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  • Re: Proper way to start engine

    Quote Originally Posted by SeaRenity View Post
    Both engines have new IAC and if I move the throttle it doesn't really help. I have never changed rotors/caps and engines have 330 hours.
    ......Just to be clear, the IAC vent filter, also called the IAC muffler, is not the IAC. It is a filter for the IAC. It can get dirty and clogged.

    Cost is about $2 each.

    The IAC vent filter is inside the throttle body assembly and its easy to change. They are about $2/each. If what you say is correct, moving the throttles forward out of gear does not result in a improvement then let’s look a the rotor and cap.

    First, go on another boat. See if your boat is cranking longer than other boats with the same engines.

    If yes, then lets open the cap and look at the contacts. Use a tork screwdriver. Do you have a tork screwdriver set? Removing your engine cover, the big black rectangular piece of plastic on the top of your engine, will make access to the cap much easier. All your spark plug wires go to the cap. Just remove two tork screws and pull off the cap. No need to remove wires at this time.

    You are very over due for a new rotor and cap. As odd as it sounds, low hours are harder on a rotor and cap then high hours. Lack of use causes corrosion. Winter storage causes corrosion. Only use prevents this corrosion. Mercury Marine recommends changing the motors rotor and cap every 3 years.

    With the cap removed, turn it so you can look inside the cap. You will see little metal contacts. Do the contacts look clean or do you see corrosion? Look down at the rotor. You will see a metal piece that looks like a Popsicle stick. This piece spins around and makes contact with the metal contacts in the cap. How does this rotor look? Do you see corrosion? Are the outward corners shiny or black?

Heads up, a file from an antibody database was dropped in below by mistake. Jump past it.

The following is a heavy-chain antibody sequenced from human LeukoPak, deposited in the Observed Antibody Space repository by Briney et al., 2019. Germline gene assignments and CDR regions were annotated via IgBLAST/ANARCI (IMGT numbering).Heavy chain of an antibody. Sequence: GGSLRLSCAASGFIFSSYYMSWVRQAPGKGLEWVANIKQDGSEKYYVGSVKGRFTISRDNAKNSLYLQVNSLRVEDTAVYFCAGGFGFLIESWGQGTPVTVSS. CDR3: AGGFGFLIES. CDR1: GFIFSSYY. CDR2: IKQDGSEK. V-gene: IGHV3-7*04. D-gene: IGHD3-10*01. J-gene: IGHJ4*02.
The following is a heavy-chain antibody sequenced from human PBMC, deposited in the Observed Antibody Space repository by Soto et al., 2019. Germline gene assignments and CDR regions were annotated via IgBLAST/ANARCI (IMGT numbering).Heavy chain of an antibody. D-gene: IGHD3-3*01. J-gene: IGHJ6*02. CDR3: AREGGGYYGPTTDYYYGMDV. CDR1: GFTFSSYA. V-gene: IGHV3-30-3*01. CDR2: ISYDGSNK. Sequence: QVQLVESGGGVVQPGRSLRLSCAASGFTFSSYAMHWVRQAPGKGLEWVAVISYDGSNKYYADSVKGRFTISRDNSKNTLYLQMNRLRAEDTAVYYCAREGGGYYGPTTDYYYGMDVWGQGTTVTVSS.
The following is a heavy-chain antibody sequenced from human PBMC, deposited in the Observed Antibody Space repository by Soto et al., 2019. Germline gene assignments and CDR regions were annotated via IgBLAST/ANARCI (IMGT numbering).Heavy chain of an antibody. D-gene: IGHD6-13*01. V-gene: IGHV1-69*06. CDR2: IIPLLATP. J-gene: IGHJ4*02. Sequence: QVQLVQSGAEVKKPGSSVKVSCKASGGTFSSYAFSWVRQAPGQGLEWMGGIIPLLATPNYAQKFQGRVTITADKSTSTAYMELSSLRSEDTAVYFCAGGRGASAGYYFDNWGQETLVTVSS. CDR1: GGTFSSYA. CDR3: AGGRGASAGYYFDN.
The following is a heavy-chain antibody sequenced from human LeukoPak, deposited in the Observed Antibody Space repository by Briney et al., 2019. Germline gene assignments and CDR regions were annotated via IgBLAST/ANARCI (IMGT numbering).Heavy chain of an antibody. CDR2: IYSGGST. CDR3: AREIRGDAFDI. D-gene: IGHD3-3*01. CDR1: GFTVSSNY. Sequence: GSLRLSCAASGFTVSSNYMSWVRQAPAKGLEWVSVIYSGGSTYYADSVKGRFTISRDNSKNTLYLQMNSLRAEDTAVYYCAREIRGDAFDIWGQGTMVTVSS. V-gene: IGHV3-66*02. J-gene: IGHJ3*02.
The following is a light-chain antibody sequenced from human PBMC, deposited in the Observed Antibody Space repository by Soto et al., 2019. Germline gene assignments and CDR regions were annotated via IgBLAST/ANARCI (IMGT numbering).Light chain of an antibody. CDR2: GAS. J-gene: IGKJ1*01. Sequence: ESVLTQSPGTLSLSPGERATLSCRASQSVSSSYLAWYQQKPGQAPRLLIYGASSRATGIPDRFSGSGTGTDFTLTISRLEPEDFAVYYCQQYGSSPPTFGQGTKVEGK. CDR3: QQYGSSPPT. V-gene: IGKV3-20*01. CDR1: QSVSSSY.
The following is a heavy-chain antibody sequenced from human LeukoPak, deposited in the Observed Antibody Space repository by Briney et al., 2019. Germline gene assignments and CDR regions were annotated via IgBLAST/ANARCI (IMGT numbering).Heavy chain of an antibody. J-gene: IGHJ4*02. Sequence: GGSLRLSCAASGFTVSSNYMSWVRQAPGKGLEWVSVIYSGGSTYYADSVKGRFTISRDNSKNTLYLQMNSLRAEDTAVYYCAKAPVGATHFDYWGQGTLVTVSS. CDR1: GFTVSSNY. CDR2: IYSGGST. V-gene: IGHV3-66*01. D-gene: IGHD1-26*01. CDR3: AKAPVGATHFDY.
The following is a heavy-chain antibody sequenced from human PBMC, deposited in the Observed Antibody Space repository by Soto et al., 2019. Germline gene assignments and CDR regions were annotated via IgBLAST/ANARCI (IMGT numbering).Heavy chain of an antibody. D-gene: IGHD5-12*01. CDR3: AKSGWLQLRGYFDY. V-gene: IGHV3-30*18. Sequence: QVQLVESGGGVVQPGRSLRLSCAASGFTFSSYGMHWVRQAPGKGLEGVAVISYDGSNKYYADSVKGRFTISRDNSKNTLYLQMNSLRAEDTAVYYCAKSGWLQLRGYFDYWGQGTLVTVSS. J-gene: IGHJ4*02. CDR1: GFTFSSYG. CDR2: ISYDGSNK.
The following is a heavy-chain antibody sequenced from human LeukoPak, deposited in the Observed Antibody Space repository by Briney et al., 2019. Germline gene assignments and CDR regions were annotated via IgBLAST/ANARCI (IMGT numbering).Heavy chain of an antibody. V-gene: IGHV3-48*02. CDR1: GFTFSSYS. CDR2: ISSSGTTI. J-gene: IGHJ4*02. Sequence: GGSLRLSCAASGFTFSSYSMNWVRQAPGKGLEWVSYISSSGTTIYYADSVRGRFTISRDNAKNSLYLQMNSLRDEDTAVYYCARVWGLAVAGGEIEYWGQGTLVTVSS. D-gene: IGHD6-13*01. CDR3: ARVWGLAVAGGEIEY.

If you see corrosion, black tips or white residue, it is time to install a new rotor and cap.

    How do you know the correct part numbers? Well, on your engine cover is your engines serial number. Write this down. Next go here: Note: I am not saying to buy the parts at this website. In fact the prices are higher here than you can find elsewhere .This mercury marine owned website will help you find the correct engine part numbers.

    Click on “Part Search by Engine Serial #” and enter your engine serial number.

    After you hit enter, look for “Distributor and Ignition” most likely this will be on the second page. Now look for "Cap Distributor" and "Rotor." Now go shopping for these parts at your preferred supplier, internet discounter or local Mercury dealer. I recommend you stick with genuine Mercury parts for these items and I don’t say that for all parts.

    With your new rotor and cap in hand:

    You will need a tork screwdriver and paint pen or other device to label the spark plug wires.

    Label your wires first; a paint pen works well for this. Remove the wires from the cap. To remove the wires, grab the boot on the end of the wire, not the wire. Twist one direction then the other then twist again as you give the boot a pull. Remove two tork screws and pull off the cap. Two more tork screws and your rotor will come off. Next install the new rotor and cap and reinstall the wires. To get the wires back on, push them on as you listen for a snap or pop. After you do a few you will just get the feel of it. Do not skip labeling the wires. Get them back on in the same spot.

    Even if your problem remains you needed to do these items anyways.

    You are also due for new spark plus but let’s do one item at a time.
    This article was originally published in forum thread: Proper way to start engine started by SeaRenity View original post
    Comments 2 Comments
    1. BayDude's Avatar
      BayDude -

      Great information for all, thanks!

      How about those plugs now!
    1. Clemson's Avatar
      Clemson -
      SO MUCH of the content here is very old. Why can't this old stuff be archived and replaced with fresh content. You would probably get subscribers that would pay for new, more current data.